Objectives. When one member of a couple has a chronic illness, communication about the illness is important for both patient and partner well-being. This study aimed to develop and test a brief self-report measure of illness-related couple communication. Design. A combination of correlations and multiple regression were used to assess the internal consistency and validity of the Couples' Illness Communication Scale (CICS). Methods. A scale to provide insight into both patient and partner illness communication was developed. The CICS was then tested on patients with ovarian cancer (N = 123) and their partners (N = 101), as well as patients with early stage multiple sclerosis (MS) who had stable partnerships (N = 64). Results. The CICS demonstrated good acceptability, internal consistency, convergent validity (correlations with general couple communication and marital adjustment), construct validity (correlations with intrusive thoughts, social/family well-being, emotional impact of the illness, and psychological distress), and test-retest reliability. Conclusions. The CICS meets the majority of psychometric criteria for assessment measures in both a life-threatening illness (ovarian cancer) and a chronic progressive disease (MS). Further research is required to understand its suitability for use in other populations. Adoption of the CICS into couple-related research will improve understanding of the role of illness-related communication in adjustment to illness. Use of this short, simple tool in a clinical setting can provide a springboard for addressing difficulties with illness-related couple communication and could aid decision making for referrals to couple counselling.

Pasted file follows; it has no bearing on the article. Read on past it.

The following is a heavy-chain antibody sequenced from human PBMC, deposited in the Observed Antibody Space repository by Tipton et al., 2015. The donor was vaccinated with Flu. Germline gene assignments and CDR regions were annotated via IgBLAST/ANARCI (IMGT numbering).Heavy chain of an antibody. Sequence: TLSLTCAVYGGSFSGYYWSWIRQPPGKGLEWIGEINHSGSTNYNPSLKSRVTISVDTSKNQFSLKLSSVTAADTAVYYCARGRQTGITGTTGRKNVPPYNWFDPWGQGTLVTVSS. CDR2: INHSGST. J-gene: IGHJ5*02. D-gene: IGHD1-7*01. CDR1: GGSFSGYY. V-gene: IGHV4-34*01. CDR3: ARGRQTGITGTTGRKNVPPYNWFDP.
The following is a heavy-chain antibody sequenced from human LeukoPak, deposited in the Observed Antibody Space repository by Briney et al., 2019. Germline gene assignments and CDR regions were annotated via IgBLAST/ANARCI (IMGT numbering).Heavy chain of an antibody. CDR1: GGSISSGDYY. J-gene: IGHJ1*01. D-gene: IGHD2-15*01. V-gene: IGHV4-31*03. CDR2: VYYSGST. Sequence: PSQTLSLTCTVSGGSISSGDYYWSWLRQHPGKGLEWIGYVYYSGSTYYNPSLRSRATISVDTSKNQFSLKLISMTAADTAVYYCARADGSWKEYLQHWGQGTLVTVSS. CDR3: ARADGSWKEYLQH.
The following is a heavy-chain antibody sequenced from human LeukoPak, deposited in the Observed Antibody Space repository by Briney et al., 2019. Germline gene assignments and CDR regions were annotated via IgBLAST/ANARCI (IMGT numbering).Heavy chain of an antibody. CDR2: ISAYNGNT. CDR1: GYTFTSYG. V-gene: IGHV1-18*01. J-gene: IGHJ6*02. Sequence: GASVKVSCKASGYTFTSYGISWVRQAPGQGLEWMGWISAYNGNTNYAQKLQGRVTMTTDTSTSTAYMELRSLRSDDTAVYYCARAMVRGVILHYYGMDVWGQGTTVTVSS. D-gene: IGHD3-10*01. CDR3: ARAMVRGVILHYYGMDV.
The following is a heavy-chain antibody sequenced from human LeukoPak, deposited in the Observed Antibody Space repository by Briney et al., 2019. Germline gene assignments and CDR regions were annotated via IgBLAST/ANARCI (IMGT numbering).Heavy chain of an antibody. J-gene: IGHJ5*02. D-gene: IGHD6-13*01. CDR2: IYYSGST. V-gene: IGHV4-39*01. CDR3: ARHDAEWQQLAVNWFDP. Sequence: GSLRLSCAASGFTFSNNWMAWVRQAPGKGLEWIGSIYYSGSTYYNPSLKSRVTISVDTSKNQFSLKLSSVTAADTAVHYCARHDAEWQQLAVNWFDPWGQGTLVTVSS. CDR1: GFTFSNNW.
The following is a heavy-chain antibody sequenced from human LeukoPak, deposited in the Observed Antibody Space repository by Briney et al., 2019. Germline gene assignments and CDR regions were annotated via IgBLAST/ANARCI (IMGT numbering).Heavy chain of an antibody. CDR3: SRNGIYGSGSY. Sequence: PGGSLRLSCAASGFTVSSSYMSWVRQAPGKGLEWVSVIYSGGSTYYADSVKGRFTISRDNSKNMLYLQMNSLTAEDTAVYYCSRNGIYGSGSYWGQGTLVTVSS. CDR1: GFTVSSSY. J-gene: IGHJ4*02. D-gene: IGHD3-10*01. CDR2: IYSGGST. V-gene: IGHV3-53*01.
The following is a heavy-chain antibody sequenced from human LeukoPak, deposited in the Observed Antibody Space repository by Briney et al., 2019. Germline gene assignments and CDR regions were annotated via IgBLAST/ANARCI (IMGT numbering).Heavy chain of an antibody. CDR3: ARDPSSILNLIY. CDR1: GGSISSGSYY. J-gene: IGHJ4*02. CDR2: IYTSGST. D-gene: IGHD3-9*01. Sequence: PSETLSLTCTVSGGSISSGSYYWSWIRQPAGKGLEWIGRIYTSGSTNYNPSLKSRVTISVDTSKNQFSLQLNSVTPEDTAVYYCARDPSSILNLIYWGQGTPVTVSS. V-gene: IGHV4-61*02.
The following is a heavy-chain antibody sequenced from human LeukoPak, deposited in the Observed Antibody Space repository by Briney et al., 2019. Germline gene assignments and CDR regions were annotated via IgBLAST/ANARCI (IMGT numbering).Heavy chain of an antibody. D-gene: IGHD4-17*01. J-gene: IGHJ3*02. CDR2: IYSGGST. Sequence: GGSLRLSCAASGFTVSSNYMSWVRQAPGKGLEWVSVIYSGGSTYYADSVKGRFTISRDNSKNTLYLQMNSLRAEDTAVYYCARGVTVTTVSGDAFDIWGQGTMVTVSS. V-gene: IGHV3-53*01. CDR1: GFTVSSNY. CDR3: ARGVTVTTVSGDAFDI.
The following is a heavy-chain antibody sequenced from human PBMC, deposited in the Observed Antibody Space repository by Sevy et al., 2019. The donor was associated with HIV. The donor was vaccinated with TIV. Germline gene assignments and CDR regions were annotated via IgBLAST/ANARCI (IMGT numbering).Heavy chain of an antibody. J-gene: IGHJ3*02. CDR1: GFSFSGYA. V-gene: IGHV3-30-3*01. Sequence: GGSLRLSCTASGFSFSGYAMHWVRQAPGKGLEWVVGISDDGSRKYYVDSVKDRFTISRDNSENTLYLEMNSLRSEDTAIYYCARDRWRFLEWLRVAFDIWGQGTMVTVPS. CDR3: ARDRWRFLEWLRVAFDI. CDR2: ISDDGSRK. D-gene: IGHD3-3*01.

ASJC Scopus subject areas
- Applied Psychology